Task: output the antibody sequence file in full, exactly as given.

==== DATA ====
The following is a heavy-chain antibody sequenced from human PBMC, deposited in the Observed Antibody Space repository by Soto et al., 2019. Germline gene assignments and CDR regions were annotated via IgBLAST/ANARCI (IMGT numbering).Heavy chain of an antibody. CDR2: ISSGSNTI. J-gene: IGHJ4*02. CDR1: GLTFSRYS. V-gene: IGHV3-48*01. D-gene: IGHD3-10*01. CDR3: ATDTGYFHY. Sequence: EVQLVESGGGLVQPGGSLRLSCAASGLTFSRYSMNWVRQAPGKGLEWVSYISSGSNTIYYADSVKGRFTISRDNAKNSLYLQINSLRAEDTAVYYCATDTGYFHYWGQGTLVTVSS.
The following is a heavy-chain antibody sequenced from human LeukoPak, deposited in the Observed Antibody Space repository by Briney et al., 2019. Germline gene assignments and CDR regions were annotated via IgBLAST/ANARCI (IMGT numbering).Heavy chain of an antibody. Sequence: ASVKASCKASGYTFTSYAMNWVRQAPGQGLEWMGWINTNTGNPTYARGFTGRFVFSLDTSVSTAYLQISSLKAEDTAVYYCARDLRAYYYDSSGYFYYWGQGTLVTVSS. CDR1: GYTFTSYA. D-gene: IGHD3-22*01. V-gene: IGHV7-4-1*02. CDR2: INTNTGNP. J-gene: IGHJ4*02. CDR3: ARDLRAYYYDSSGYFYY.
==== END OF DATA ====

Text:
The following is a heavy-chain antibody sequenced from human PBMC, deposited in the Observed Antibody Space repository by Soto et al., 2019. Germline gene assignments and CDR regions were annotated via IgBLAST/ANARCI (IMGT numbering).Heavy chain of an antibody. CDR2: ISSGSNTI. J-gene: IGHJ4*02. CDR1: GLTFSRYS. V-gene: IGHV3-48*01. D-gene: IGHD3-10*01. CDR3: ATDTGYFHY. Sequence: EVQLVESGGGLVQPGGSLRLSCAASGLTFSRYSMNWVRQAPGKGLEWVSYISSGSNTIYYADSVKGRFTISRDNAKNSLYLQINSLRAEDTAVYYCATDTGYFHYWGQGTLVTVSS.
The following is a heavy-chain antibody sequenced from human LeukoPak, deposited in the Observed Antibody Space repository by Briney et al., 2019. Germline gene assignments and CDR regions were annotated via IgBLAST/ANARCI (IMGT numbering).Heavy chain of an antibody. Sequence: ASVKASCKASGYTFTSYAMNWVRQAPGQGLEWMGWINTNTGNPTYARGFTGRFVFSLDTSVSTAYLQISSLKAEDTAVYYCARDLRAYYYDSSGYFYYWGQGTLVTVSS. CDR1: GYTFTSYA. D-gene: IGHD3-22*01. V-gene: IGHV7-4-1*02. CDR2: INTNTGNP. J-gene: IGHJ4*02. CDR3: ARDLRAYYYDSSGYFYY.